Not long ago Hugh O'Connell, Matthew Fill and Kurt Bendewald were competitors. Now, Bendewald, owner of KB Custom Cabinets in Northbrook, Ill., and O'Connell and Fill, owners of New Vision Custom Cabinets and Millwork Inc., located in Lake Villa, Ill., have merged their businesses.
Both shops were featured on a CabinetMaker cover and each had achieved a solid measure of success. Located in close proximity to each other, the two shops had become friendly competitors who occasionally did work for each other.
Both shops believed in networking and outsourcing work they couldn't do efficiently. Each shop believed it was missing an important piece of the puzzle to move forward. A merger appeared to be a solution that would benefit all three partners.
Behind the decision
Bendewald was the one who initiated the merger. For years he had been cutting parts for New Vision on his Digital Tool CNC router. More recently he had been doing software consulting for Planit's Cabinet Vision instead of building cabinets. When he started doing cabinets again, he realized that as much as he loved doing the cabinets, he didn't like doing the business part of cabinetmaking.
Despite the great relationship with New Vision, Bendewald admits that he was apprehensive about approaching O'Connell and Fill. However, the merger also made sense for New Vision owners. The networking relationship they had with Bendewald grew stronger over time without ever becoming adversarial. "It was always a win/win," says Fill.
New Vision wanted to get a CNC machine for quite some time, but neither O'Connell nor Fill had the expertise to run it. Bringing Bendewald into the business along with his router and software knowledge helped the shop solve the problem. "For Matt and me, it was a perfect fit," says O'Connell.
"Cabinetmakers never think of the time involved in getting the software and machine to work," added Fill.
"It's a fantasy to think that the cost of the machine and software are the big element," says Bendewald. "It's the time involved."
Using individual strengths
In the end, the merger was about combining the individual strengths of the three owners. O'Connell is the marketing, operations and sales expert, while Fill is the purchasing wizard, who evaluates and researches materials, handles large quotes and deals with vendors. Bendewald has the technical expertise with software and has contacts in the custom and production end.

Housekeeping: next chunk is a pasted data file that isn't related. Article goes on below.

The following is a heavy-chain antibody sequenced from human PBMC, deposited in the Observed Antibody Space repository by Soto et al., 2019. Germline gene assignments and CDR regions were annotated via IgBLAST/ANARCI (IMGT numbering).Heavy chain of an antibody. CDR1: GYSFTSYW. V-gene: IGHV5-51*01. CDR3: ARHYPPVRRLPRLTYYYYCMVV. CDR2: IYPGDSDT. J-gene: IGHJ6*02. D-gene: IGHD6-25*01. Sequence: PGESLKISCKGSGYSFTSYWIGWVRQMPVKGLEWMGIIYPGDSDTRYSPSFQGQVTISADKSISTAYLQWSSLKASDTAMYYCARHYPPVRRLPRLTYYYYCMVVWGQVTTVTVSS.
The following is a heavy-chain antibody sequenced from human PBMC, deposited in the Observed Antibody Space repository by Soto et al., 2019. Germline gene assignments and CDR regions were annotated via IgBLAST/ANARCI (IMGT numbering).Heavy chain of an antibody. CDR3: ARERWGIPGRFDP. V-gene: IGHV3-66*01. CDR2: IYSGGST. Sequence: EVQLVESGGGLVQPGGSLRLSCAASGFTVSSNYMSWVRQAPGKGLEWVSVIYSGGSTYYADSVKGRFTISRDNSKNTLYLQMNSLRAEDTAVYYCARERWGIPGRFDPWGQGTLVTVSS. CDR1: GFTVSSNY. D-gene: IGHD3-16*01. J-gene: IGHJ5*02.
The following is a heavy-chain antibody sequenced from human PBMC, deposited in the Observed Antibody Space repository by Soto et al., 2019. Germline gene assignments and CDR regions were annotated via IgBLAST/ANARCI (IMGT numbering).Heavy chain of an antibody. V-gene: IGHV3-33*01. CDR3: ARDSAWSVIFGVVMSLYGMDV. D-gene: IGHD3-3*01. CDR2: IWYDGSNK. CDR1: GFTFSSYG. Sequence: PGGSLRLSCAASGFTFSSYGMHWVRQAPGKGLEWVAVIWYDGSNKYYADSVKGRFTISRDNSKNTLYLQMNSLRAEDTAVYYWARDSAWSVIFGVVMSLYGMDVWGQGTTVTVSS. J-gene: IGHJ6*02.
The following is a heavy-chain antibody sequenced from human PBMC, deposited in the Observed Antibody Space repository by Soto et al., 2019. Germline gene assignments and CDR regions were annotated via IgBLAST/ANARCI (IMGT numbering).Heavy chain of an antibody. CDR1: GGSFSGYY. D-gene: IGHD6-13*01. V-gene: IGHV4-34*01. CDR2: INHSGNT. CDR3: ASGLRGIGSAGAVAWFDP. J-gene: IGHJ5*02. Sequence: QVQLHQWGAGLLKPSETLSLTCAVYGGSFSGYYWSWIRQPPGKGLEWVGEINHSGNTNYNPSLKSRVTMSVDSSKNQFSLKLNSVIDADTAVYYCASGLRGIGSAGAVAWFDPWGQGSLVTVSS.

"We respect each other's point of view," says Bendewald. "There's no such thing as a bad idea."
Because of their different strengths, decisions become about deferring to the partner with the most expertise in the particular area being evaluated. When the company was considering changing panel products for closets, for example, available colors, the core and tooling all had to be discussed.
In this case, everyone had opinions based on their expertise. O'Connell wanted to open up the color choices to increase the options for the customers, which meant considering new materials and a supplier. Fill looked at it from a cost and vendor perspective. Finally, Bendewald was looking at the material for the wear on the tooling and cutting.
Neither of the parties jumped into the arrangement without carefully considering the implications. The three partners set up the merger with a year's probation, which began just a month ago. If everything is still working fine after one year, Bendewald will be a full partner of New Vision.
If there are any unfixable problems from anyone's perspective, the partnership will dissolve and Bendewald will take his CNC router and software and, with the help of O'Connell and Fill, move back into his shop. All the partners wanted to have a no-fault exit strategy that would leave the three men friends, even if the merger failed.
"Having a year makes us all work harder," says O'Connell.
"The year is a buffer for us," says Bendewald. Sometimes in a partnership, egos get in the way and it can take time for that to emerge, he adds.
Embracing CNC technology
The upgrade to the CNC controller software (WinCNC) has greatly improved the ease of use and overall efficiency of the router.
"Our goal is to produce product as quickly and efficiently as possible and to be profitable," says Bendewald. "Without that profit you won't grow." To that end, New Vision has embraced CNC technology and the changes it brings.
"You have to buy into the system completely," says Fill. The shop switched from dowel to dado to blind dado construction to make a better product and because that construction method made sense with nested-based manufacturing. "Kurt wanted to nest everything," says Fill.
All the engineering of the cabinets or closets should be done in the office, says Fill. With CNC machines and software it becomes about hiring people to assemble and do finish work rather than machine or cut, he adds.
With traditional machinery and techniques, you need skilled cabinetmakers, says Bendewald. "We're looking to make a quality product but at an effective cost," says Fill.
The company is now looking at the increased opportunities the router presents, such as networking with other shops providing quality custom parts in a timely fashion. They are also looking at the continued opportunity to help other shops with consulting and training on the purchase and implementation of CNC technology as a whole. "Before Kurt, our capacity for growth was not there," says O'Connell.
Have something to say? Share your thoughts with us in the comments below.